Nicholas Corso of Algonquin explains how police officers can build valued relationships with the communities they serve.
A new generation of police officers are entering the workforce, and many struggle to build connections with the communities they serve. A strong community relationship is essential for public safety and positive policing.Nicholas Corso of Algonquin, a retired police officer with over 20 years of experience, believes that cops should get to know the citizens they protect, and the values they hold dear.
One essential thing a police agency can do is provide transparency. Nicholas Corso of Algonquin explains that when serious incidents occur, the agency should do its best to release as much information as possible. Another useful tip is to release information as quickly as possible so that people do not feel like information is being withheld from them. According to Nicholas Corso of Algonquin, police agencies should always tell the media that new information may not be correct, but as things come to light, more will be shared.
Recently, some poor tactics have been used in neighborhoods that caused the people to mistrust police officers, especially in minority communities. Nicholas Corso of Algonquin notes that one officer’s misconduct can damage relations in the city for quite some time. A case that draws nationwide attention can change how people feel about cops overall.
Nicholas Corso of Algonquin recommends familiarizing yourself with the history of your community to better understand people’s feelings toward the police. Once you know this information, you can work on changing perceptions by being a good example and by reassuring your citizens that you are only there to help. People will trust the connections they make and the kind officers they meet, but only if the officers make an effort to display that.
Another useful tool for improving police-community relations is for cops to live in the neighborhoods in which they work. It shows people that you are a neighbor, family man, and friend. According to Nicholas Corso of Algonquin, it shows people that you are on the same level as them, living side by side to get through everyday life. It’s not always possible to make this happen,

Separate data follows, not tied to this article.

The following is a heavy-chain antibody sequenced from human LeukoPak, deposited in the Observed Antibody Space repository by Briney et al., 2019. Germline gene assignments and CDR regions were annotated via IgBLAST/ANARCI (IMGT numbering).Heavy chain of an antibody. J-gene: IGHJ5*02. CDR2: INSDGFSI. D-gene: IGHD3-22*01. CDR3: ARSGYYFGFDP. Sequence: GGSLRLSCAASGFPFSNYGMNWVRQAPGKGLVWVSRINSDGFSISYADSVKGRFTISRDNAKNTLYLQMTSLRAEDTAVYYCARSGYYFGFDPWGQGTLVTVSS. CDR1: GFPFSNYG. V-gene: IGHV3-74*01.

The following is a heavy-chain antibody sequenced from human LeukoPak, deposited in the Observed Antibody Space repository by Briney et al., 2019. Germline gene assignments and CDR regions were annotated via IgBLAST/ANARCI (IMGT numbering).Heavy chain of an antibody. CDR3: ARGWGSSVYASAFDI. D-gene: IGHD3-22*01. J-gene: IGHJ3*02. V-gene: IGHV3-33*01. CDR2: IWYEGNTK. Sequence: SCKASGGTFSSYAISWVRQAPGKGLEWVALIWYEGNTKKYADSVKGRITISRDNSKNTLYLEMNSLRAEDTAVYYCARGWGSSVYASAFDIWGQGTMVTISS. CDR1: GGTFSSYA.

Police officers serve and protect their communities every day. However, volunteering in your community is another way to build relations. Nicholas Corso of Algonquin suggests taking the uniform off to volunteer with your neighbors and help those in need. It’s an excellent opportunity to spread the truth about your profession and have people off the streets see you differently. Nicholas Corso of Algonquin notes that a heart of service should always be looking for ways to serve.
People have largely become disconnected from the police. News and statistics often dehumanize cops, making the general public feel nervous. Nicholas Corso of Algonquin notes that police should know more law-abiding citizens than they do criminals. Nicholas Corso of Algonquin suggests interacting with people in non-enforcement situations as much as possible. Be a friendly face at your child’s school and in the neighborhood!